All of my life I knew that I wanted to be a mother.Â I didnâ€™t know when, but I knew.Â I never felt rushed, until I was about 34.Â In high school, I played sports, worked on the school yearbook and hung out with my friends.Â In college, I studied some, traipsed through national parks, traveled by train through Europe and worked for the USDA during the summers.Â In the years after graduation, I volunteered my time in Chicagoâ€™s South Side, tracked the raptor migration along the Mississippi River flyway, drove a school bus, worked with a team of health workers in Chile and applied to graduate school.Â Never did I have a worry about parenting.
My travels were followed by two graduate degrees, some testing of relationship waters and ultimately a plan to move back home to Central Pennsylvania to find a way to grow a family.
The most challenging times for me were the years prior to meeting my husband, Jim.Â Every day I was aware that the doors of my own fertility were inching closed.Â Nothing mattered more to me than the chance to be a mother.Â At the time, I found myself desperate to figure out a relationship in which I was deeply emotionally entwined, yet which did not necessarily promise me the chance at parenthood, for which I so yearned.
It is no wonder then that, finally, after committing to a young partnership and attempting to conceive for nearly a year, I felt nothing less than elation at the unbelievable site of two lines on the white plastic stick in the bathroom.Â In fact, I was so beside myself that I couldnâ€™t stop laughing, for hours.Â I was giddy with disbelief.
I remember my exact words to my family later that evening in the sharing of my news.Â I still see around the picnic table my family with their jaws dropped open, every one of them.Â I remember my fatherâ€™s tears of relief and joy, his leaning his head against my motherâ€™s shoulder and closing his eyes.Â I remember my mom smiling at him, â€œDo you want me to have a baby?â€Â and my fatherâ€™s gentle response, â€œNo, I want Heidi to have a baby.â€
It was my treasure, my secret joy, at every moment of every day.Â About a month later, during a break at work, I slipped outside and lay on the ground under a pine tree.Â There, with a small Doppler in hand, I heard for myself the strong sounds of a beating heart within me, a heartbeat that was not my own, yet that came from deep inside me.Â I knew then that my child was, in all likelihood, well.
Even though I knew the label â€œElderly Primigravidaâ€ headed my medical chart at every visit to the midwife, I aimed to defy any risk that my age assumed.Â I jogged an hour every day.Â I filled my body with nourishing vegetables.Â I declined some of the medical diagnostic tests recommended for women of my advanced age.Â I read.Â We attended childbirth classes, even though I had already attended the labors of some 150 women and served them in the role of midwife myself.
One late January night, after triumphing over the pains of childbirth, I found myself holding a tiny, healthy, newborn daughter.Â Except for my husband sleeping in the corner, we were alone in the dark room.Â I curled around her little body, and said prayers of gratitude for the gift to me of motherhood in the form of this tiny, vulnerable being cuddled next to me. Â I knew that I should have been exhausted after having been in labor for three days.Â Instead, I was filled with the deepest contentment I had ever known.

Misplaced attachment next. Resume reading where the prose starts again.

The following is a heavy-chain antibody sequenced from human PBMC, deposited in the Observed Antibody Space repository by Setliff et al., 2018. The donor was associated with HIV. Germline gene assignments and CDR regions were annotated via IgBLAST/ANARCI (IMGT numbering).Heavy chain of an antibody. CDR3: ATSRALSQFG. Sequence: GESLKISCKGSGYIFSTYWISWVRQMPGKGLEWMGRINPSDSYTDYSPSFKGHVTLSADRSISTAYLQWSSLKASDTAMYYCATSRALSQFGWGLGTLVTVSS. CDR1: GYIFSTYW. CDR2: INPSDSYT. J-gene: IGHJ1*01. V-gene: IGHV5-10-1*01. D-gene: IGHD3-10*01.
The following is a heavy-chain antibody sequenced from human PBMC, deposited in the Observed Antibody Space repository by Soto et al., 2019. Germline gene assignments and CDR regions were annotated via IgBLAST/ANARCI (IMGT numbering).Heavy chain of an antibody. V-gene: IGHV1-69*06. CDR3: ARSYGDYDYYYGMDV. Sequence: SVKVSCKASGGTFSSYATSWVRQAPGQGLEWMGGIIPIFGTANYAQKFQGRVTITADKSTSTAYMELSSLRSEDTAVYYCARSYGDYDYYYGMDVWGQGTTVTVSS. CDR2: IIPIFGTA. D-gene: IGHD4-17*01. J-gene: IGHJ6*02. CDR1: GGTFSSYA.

Three days later, nursing her on our couch at home, I knew that I had fallen completely, head over heels, in love.Â I remember the tears streaming down my cheeks as I recognized that she had taken complete hold of my heart and was there to stay.
As I look back over our earliest days together, which became months and now years, I remember her triumphs, which have also been mine.Â I saw her smack her lips at her first tasting of oatmeal at my grandmotherâ€™s.Â At nine months I saw her glee at suddenly grasping the meaning of the sign, â€œLight!â€Â I watched her wobble toward her shadow in our front yard, joyfully trying to catch it.Â I watched her embrace the arrival of her brother, born at home in the early morning in late January two years later.Â She was the first one to make him laugh out loud.
Wanting her attachment to me to remain secure, I nursed them both, day and night, for years.Â In the changing of diapers, the cooking of eggs, the reading of stories, the hugs, laughter, frustrations, worries, tears and a lot of kisses, I continued to grow into my identity as â€œMommy.â€Â I have been as proud of my successes as I have been ashamed of my shortcomings.
I do not know how my life would have been different had I parented my children ten or even twenty years earlier.Â I was forty when Katie was born and forty-two when Levi was born.Â Thankfully, I had remained healthy and had pregnancies, births and children that were free of complications.Â Being older, I am well aware of my need to care for my own health perhaps more vigilantly than a younger mother.Â With that in mind, I still exercise, eat well and try to get the most out of every moment with my family.Â I journal and pray and share the stories of the moments in my days with my friends and family.
Now, instead of traveling alone all over the globe, I am looking for opportunities to explore as a family.Â Maybe we will work on an organic farm in Italy or camp our way around the United Statesâ€™ national parks.Â Or maybe we will just stay home, raise our chicks, plant blueberry bushes, catch frogs in our own yard and watch the moon rise.Â Either way, regardless of my age, or maybe because of it, I will be intentional about parenting in a way that is consistent with my values of living healthfully, kindly and close to the land.Â Although there are plenty of times when I worry, on good days, I can trust that the future will continue to unfold just as it should.